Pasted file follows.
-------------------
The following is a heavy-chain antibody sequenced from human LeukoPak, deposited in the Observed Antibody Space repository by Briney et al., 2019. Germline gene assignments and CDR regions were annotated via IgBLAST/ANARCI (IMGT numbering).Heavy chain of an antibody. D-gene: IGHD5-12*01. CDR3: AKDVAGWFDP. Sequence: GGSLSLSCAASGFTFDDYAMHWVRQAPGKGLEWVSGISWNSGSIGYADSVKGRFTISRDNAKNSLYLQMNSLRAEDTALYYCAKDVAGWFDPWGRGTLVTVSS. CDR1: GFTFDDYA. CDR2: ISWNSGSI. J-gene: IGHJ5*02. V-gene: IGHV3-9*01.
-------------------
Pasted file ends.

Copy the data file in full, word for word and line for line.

The following is a heavy-chain antibody sequenced from human LeukoPak, deposited in the Observed Antibody Space repository by Briney et al., 2019. Germline gene assignments and CDR regions were annotated via IgBLAST/ANARCI (IMGT numbering).Heavy chain of an antibody. D-gene: IGHD5-12*01. CDR3: AKDVAGWFDP. Sequence: GGSLSLSCAASGFTFDDYAMHWVRQAPGKGLEWVSGISWNSGSIGYADSVKGRFTISRDNAKNSLYLQMNSLRAEDTALYYCAKDVAGWFDPWGRGTLVTVSS. CDR1: GFTFDDYA. CDR2: ISWNSGSI. J-gene: IGHJ5*02. V-gene: IGHV3-9*01.